Even in the Deep South, Newt Gingrich keeps gimping home in last place. It’s more than clear to anyone paying even a little attention that he is not regarded as viable by Republican voters, but even after 27 losses in his last 28 tries, he refuses to bow out.  Continue reading

Imagine there's no boycotts: that sounds like Communism to me

Following up on yesterday’s post about how unfair it is when progressives fight fire with fire

One of the architects of the modern conservative boycott movement back in the day was the now-deceased Rev. Jerry Falwell, founder of the “Moral Majority.” His strategy was simple. Identify those television and radio stations whose programming “promoted” a “liberal agenda” or “secular humanist” values, then leverage the purchasing power of the congregation to bully offenders into changing their programming. Sadly, this brand of thuggery (remember, this is generally the same crowd screeching right now about how “liberals” are “censoring” the “free speech rights” of the richest, most successful, most widely heard man in political talk radio) proved effective enough that it has now become a go-to weapon in the arsenals of interest groups across the partisan spectrum. Continue reading

Iowa nice, but the caucuses are still a huge problem

Have you seen the vid on Youtube called “Iowa Nice”? If not, let’s start there.

The producer of the video, Scott Siepker, is an Iowa State University grad and host of Iowa Outdoors on Iowa Public Television. Continue reading

Jesus wept: Sports, reality TV and those embarrassing public displays of piety

Some people think I hate Christians. My occasional comments on Tim Tebow probably have something to do with that perception, although you have to aggressively project a hater stereotype on me to make that work. Which a lot of Christians are happy to do, make no mistake.

I won’t lie, though. I’m very much not a Christian myself and I’ve read my Dawkins and my Harris. I’m a persistent fan of evidence, and I’m not idiot enough to think that we know all there is to know. In particular I’m intrigued by the study of energy and the question of whether perhaps it coheres once we die. But this is a question of science, not blind religion. I feel no particular need to believe in a “higher power” or in the existence of a spirit realm. I’m certainly spiritual, but since spiritualism as expressed by humanist awareness is more than I’ll ever unravel, I have no need for superstition. Continue reading

Nota Bene #122: OWStanding

“When I lie on the beach there naked, which I do sometimes, and I feel the wind coming over me and I see the stars up above and I am looking into this very deep, indescribable night, it is something that escapes my vocabulary to describe. Then I think: ‘God, I have no importance. Whatever I do or don’t do, or what anybody does, is not more important than the grains of sand that I am lying on, or the coconut that I am using for my pillow.'” Who said it? Continue reading

Time for some straight talk on the NFL's top faith-based quarterback

This just in:

CBS Sports game analyst Randy Cross believes Tebow haters are bashing him for his outspoken Christian opinions.

“People, especially the media, root against him because of what he stands for,” said Cross.

The 3-time Super Bowl champ added: “My personal belief is there are people in the media, people in the stands, who are predisposed to see a guy like that fail…Just because he’s so public about the way he feels.”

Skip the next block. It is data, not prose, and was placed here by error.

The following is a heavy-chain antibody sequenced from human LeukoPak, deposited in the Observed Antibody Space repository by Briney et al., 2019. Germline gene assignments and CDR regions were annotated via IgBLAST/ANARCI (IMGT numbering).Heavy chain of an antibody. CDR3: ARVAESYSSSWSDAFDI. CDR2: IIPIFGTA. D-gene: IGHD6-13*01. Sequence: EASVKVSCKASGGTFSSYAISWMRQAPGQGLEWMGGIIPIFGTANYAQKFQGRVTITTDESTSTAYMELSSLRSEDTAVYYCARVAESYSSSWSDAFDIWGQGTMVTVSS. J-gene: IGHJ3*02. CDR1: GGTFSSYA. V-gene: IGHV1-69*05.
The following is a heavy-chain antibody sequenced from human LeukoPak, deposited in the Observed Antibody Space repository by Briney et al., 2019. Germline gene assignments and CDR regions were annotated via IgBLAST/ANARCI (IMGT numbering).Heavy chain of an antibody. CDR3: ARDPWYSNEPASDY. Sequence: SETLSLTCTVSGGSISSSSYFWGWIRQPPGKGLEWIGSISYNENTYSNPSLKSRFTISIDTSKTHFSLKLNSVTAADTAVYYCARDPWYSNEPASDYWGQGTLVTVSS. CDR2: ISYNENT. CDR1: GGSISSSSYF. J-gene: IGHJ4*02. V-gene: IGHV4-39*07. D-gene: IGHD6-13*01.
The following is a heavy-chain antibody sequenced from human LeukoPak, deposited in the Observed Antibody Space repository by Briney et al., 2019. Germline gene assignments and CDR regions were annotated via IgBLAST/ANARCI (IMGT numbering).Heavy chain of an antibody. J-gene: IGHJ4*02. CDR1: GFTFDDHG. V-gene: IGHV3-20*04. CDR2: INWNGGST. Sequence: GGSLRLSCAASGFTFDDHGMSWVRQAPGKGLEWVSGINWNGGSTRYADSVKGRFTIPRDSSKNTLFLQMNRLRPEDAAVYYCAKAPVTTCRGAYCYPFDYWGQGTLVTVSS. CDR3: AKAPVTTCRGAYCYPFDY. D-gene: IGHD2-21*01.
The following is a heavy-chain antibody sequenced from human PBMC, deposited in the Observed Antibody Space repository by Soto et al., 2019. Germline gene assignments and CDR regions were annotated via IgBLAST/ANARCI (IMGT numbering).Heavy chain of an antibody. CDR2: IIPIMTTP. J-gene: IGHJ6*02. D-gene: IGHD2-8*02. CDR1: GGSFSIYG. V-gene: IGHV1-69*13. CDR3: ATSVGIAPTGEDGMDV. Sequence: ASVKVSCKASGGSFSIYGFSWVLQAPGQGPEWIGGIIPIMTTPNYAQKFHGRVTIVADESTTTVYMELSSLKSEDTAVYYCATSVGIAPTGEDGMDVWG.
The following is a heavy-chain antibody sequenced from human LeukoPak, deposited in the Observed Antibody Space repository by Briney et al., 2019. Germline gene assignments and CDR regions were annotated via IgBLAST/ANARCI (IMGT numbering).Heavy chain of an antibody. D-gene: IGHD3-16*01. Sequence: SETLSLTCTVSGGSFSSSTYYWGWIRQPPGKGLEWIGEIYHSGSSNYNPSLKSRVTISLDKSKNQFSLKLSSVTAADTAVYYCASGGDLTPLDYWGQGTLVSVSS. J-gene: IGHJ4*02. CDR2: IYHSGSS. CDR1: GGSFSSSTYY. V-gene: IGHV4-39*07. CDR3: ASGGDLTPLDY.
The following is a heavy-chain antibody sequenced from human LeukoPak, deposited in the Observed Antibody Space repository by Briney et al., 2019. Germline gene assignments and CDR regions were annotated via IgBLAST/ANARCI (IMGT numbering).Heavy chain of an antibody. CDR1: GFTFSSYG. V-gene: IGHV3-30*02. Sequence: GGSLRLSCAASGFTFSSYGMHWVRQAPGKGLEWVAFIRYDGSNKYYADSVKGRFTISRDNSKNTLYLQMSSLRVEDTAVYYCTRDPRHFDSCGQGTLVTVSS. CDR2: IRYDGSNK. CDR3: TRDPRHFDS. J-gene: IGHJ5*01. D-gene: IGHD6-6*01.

My gut response is to mock Cross for being a barking gongbat. Continue reading

In Defense of "Jesus Glasses"

Jesus Glassesby James Corbett

The facts of my case are fairly simple. Chad Farnan, a 15-year-old self-described Christian fundamentalist student in my Advanced Placement European History class, sued me for a “pattern” of statements unconstitutionally hostile to religion. His claim was based on hours of illegal and surreptitious recordings.

In my attorney’s opinion, the law was on our side, so he advised me to seek a summary judgment. I now believe that was a critical error because when a defendant requests a summary judgment rather than a jury trial, the law requires that all the facts presented by the plaintiff be accepted as truthful. No fact may be disputed, only the law. My attorney believed a fair application of the Lemon test would turn in my favor, but the test fails in a case such as mine both as a matter of law and of logic. Had I gone to court, I could easily have demonstrated that Chad and his mother are Continue reading

The Colorado Crusading Rockies: why is the club's religious mandate such a huge secret in its own hometown?

Here in a few weeks my company is taking all the employees to a Colorado Rockies game. All of us except me, that is – I’ll be begging off for reasons that I feel like I’ve hashed through a million times. I will no doubt be afforded several more chances to explain why I refuse to patronize the Rox as the big day approaches.

Short version: the Colorado Rockies are an evangelical Christian organization that, if I take them at their word, appear to discriminate (as a fundamental operating philosophy that I can only assume includes personnel decisions, both on-field and in the front office) on the basis of religion. I first wrote about the story shortly after it broke in an August 2006 Lullaby Pit piece on Who Would Jesus Play For? Continue reading

Nota Bene #112: GOOOLLLLLLLL

“Freedom of any kind is the worst for creativity.” Who said it? Continue reading

Jesus Gone Wild! It's time to separate church and state, once and for all

Part 1 of 2.

I tripped across a provocative headline in the Wall Street Journal the other day: “They Need to be Liberated from Their God.” Turns out the story was about Mosab Hassan Yousef and his spying on Hamas. Which was a little disappointing. There’s no doubt that Palestinian Muslims need to be liberated from their god, but given the recent explosion in documented attacks by US Christians on their fellow Americans (as well as on reason and basic common sense), I thought perhaps the WSJ was going to be the first mainstream “news” outlet to do a story on Jesus Gone Wild!

I keep a running tab of stories that strike my interest. Continue reading